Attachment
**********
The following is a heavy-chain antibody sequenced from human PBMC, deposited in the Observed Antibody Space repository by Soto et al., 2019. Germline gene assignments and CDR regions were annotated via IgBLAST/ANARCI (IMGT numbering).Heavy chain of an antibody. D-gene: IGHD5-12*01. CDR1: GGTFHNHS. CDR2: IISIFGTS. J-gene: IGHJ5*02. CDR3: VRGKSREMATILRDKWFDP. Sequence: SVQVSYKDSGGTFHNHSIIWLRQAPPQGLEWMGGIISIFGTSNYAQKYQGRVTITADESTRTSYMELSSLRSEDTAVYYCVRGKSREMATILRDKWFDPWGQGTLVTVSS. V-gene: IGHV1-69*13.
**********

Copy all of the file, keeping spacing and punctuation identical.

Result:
The following is a heavy-chain antibody sequenced from human PBMC, deposited in the Observed Antibody Space repository by Soto et al., 2019. Germline gene assignments and CDR regions were annotated via IgBLAST/ANARCI (IMGT numbering).Heavy chain of an antibody. D-gene: IGHD5-12*01. CDR1: GGTFHNHS. CDR2: IISIFGTS. J-gene: IGHJ5*02. CDR3: VRGKSREMATILRDKWFDP. Sequence: SVQVSYKDSGGTFHNHSIIWLRQAPPQGLEWMGGIISIFGTSNYAQKYQGRVTITADESTRTSYMELSSLRSEDTAVYYCVRGKSREMATILRDKWFDPWGQGTLVTVSS. V-gene: IGHV1-69*13.